The incredible wealth of diversity on our planet is something to be celebrated with students of all ages! Any place is an ecosystem, and biodiversity studies can take place in a forest, stream, pond, or even cracks of the sidewalk.

Tree Transects

Guiding Questions
Do different tree species occur along the edge versus the interior of a forest? Does the total number of tree species differ in different parts of a forest stand? Does the mix of young versus old trees differ from edge to interior?

Compare how the tree species vary from the edge to the interior of a forest by sampling tree saplings and adults along a transect.



A plant community includes all of the plants living in a given place. One of the most obvious patterns evident in most schoolyards is the dramatic difference (at least in appearance) between the open meadow and lawn communities and the closed forest communities. However, are these forests themselves homogeneous, or are there interesting patterns of variation within them? There are many interesting things to study about forest communities. One concerns changes in the forest community that might occur while going from the edge to the middle of a patch of forest. Forest edges are receiving a lot of attention these days, in large part because human activity has created so many edges and small patches where there used to be larger expanses of contiguous forest. Are there species that require conditions found only in the interior of an intact forest. If so, how big does a patch need to be for these species to escape the "edge effect"?


3 Class periods
  • measuring tapes at least 5m long
  • 1 12m long transect rope or string with marks at 1m, 6m and 11m
  • 1 meter stick
  • flexible measuring tape for measuring tree circumference (optional)
  • tree and shrub identification books and keys
  • stakes for anchoring transect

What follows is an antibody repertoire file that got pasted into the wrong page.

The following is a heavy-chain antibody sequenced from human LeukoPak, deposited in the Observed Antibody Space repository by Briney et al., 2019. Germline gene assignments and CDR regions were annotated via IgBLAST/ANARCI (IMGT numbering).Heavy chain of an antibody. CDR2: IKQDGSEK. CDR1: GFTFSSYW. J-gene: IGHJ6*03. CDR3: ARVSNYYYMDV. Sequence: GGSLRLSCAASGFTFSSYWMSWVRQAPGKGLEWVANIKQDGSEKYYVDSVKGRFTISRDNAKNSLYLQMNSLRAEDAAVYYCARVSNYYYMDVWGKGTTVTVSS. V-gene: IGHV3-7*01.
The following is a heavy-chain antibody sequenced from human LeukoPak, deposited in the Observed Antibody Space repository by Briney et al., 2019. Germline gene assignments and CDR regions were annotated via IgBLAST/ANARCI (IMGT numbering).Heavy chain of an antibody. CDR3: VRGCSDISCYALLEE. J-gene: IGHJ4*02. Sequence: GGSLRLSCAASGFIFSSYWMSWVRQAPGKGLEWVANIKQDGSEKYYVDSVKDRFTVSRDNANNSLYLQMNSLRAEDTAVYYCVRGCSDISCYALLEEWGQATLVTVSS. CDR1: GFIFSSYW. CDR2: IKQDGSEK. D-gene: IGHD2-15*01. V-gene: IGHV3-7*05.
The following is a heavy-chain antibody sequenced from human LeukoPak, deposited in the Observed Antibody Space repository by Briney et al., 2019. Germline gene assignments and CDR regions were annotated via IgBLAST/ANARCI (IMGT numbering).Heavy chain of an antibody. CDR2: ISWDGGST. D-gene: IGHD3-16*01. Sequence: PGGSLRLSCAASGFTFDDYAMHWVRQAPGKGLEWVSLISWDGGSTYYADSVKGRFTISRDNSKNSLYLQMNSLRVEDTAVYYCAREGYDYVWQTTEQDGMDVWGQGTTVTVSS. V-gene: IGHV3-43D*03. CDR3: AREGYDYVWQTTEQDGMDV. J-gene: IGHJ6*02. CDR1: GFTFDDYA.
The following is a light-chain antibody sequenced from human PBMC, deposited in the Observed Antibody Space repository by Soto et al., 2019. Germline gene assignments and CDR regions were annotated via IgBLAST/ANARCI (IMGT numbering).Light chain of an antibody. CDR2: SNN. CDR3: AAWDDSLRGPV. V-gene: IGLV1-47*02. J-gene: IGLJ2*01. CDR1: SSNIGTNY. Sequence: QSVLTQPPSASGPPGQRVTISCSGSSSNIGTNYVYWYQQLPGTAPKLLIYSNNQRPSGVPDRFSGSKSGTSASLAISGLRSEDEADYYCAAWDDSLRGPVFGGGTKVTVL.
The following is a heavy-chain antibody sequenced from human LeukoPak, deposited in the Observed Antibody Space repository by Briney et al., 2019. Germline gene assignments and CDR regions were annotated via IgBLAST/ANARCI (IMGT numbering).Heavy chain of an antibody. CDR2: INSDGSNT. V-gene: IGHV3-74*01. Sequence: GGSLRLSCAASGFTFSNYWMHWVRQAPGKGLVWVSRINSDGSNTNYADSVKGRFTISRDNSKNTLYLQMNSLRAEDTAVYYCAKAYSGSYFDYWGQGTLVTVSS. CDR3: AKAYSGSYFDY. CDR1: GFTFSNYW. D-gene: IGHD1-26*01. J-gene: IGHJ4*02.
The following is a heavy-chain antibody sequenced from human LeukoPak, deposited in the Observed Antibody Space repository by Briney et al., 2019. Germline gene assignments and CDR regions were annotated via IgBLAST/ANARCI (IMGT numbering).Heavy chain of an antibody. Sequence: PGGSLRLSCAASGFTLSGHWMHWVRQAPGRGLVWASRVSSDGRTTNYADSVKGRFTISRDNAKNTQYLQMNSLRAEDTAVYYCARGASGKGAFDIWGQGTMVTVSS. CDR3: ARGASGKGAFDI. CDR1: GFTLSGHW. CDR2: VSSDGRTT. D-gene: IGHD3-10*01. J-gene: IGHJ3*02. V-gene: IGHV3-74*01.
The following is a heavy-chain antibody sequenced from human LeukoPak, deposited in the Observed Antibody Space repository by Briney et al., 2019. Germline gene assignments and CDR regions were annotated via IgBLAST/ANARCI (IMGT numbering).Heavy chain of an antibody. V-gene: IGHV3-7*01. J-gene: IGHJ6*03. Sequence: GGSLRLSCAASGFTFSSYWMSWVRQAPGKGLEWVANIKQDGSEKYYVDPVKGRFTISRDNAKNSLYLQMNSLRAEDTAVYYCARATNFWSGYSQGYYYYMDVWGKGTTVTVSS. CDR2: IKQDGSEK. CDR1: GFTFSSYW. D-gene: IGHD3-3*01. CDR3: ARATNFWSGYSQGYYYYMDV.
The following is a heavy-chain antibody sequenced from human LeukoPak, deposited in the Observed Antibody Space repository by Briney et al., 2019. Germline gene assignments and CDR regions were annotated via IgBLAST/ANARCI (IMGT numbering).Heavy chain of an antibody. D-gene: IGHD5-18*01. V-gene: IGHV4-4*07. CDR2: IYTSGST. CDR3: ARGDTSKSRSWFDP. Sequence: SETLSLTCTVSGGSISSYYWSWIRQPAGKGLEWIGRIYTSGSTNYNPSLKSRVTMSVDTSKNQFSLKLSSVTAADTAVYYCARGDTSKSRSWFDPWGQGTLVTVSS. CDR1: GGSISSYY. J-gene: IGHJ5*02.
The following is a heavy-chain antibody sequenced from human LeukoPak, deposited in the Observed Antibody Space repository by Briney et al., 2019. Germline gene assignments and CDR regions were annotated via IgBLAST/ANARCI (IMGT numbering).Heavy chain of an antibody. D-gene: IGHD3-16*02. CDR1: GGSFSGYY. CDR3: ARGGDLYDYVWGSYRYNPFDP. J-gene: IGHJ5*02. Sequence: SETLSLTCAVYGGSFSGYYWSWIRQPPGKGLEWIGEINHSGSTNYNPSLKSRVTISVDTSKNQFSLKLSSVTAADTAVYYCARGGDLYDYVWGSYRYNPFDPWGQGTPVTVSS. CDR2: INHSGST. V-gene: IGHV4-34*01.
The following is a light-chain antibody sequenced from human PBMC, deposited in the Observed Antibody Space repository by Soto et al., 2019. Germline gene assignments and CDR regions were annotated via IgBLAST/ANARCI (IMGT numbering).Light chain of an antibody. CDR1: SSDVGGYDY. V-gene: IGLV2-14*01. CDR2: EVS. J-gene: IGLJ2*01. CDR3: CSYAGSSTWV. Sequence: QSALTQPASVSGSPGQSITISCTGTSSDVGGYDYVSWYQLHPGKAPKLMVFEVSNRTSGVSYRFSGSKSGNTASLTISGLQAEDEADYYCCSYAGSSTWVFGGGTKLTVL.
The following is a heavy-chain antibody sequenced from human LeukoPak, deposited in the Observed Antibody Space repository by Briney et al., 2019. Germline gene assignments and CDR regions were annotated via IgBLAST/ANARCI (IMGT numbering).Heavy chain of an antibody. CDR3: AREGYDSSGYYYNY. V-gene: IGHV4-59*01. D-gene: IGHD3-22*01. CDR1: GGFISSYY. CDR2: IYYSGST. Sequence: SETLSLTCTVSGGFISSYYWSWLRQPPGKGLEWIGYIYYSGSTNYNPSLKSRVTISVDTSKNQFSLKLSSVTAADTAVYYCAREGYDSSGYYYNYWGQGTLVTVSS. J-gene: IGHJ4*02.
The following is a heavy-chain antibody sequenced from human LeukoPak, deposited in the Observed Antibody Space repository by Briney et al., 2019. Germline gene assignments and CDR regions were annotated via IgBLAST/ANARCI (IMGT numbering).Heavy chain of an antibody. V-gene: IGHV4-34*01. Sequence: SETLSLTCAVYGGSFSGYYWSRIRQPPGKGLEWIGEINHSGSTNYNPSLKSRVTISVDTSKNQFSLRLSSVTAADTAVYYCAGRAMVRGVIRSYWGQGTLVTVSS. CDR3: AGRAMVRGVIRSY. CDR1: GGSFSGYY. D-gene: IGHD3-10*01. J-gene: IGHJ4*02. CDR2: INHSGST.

• data sheets and clip boards
Forest Urban
Type of Organism

View this how-to video on setting up a transect for sampling:


Locating and running transects

  • Locate the starting point for your transects randomly.
  • Each transect should start approx. 2m into the forest, and then will run 12m in a straight line as perpendicular to the forest edge as possible.
  • Run the 12m transect rope or string from a stake at the starting point into the forest. You will be sampling a the 1m, 6m and 11m points along the transect.

2.  Collecting data at each sampling point

  • Think of each point as the center of a "plus" sign. The transect line is one part and an imaginary line through the sampling point at right angles to the tape is the other. This identifies four "quadrants" for sampling. You can lay the meter stick perpendicular across the transect line to help you visualize the quadrants.
  • Find and identify the adult (dbh more than 10cm) and the sapling tree (dbh less than 10cm) closest to the sampling point in each of the four quadrants. NOTE: dbh means diameter at breast height, or 4.5' above the ground.
  • Record the distance from the sampling point to each tree in meters.
  • Repeat this procedure at each sampling point along the transect.

3.  Interpreting your data

  • Calculate the average distance from the sampling point to the four adult and the four sapling trees. Then, square this distance to get the average amount of space (in square meters) per tree in that part of the forest. The inverse of this number is the average number of trees per square meter in this part of the forest!
  • Record the diversity or species richness of adult and sapling trees in each of the three parts of the forest. This is simply the number of different species you recorded at each spot.
  • Compare the species composition of each type of tree in each part of the forest, and for adult versus sapling trees. This could be the proportion or percentage of each species, etc.

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